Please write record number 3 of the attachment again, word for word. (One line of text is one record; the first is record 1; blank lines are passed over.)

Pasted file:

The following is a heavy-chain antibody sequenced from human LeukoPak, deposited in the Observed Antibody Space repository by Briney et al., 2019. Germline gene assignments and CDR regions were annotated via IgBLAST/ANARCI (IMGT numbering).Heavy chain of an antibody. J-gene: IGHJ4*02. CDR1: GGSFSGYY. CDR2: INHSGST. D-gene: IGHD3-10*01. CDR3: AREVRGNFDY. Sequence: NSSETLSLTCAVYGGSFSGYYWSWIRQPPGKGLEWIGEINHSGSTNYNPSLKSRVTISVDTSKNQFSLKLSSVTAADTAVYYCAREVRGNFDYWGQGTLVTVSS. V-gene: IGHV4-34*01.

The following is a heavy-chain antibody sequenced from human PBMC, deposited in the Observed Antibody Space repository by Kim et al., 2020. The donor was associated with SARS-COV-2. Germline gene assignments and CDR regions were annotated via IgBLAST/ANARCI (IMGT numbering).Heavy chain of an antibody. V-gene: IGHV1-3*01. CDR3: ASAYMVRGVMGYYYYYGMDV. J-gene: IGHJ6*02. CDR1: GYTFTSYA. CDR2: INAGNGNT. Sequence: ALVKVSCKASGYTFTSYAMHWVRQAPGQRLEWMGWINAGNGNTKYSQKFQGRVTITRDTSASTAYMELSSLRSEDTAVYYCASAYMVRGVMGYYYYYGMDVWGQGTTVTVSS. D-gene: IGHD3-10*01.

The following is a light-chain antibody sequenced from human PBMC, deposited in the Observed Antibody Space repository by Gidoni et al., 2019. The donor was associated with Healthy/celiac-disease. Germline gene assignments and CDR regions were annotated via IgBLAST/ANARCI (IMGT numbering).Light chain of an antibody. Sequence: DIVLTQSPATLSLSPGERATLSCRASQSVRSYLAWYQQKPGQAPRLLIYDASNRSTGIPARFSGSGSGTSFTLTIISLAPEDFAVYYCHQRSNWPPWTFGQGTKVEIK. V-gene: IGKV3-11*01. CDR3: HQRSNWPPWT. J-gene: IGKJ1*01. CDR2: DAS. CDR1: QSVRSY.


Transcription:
The following is a light-chain antibody sequenced from human PBMC, deposited in the Observed Antibody Space repository by Gidoni et al., 2019. The donor was associated with Healthy/celiac-disease. Germline gene assignments and CDR regions were annotated via IgBLAST/ANARCI (IMGT numbering).Light chain of an antibody. Sequence: DIVLTQSPATLSLSPGERATLSCRASQSVRSYLAWYQQKPGQAPRLLIYDASNRSTGIPARFSGSGSGTSFTLTIISLAPEDFAVYYCHQRSNWPPWTFGQGTKVEIK. V-gene: IGKV3-11*01. CDR3: HQRSNWPPWT. J-gene: IGKJ1*01. CDR2: DAS. CDR1: QSVRSY.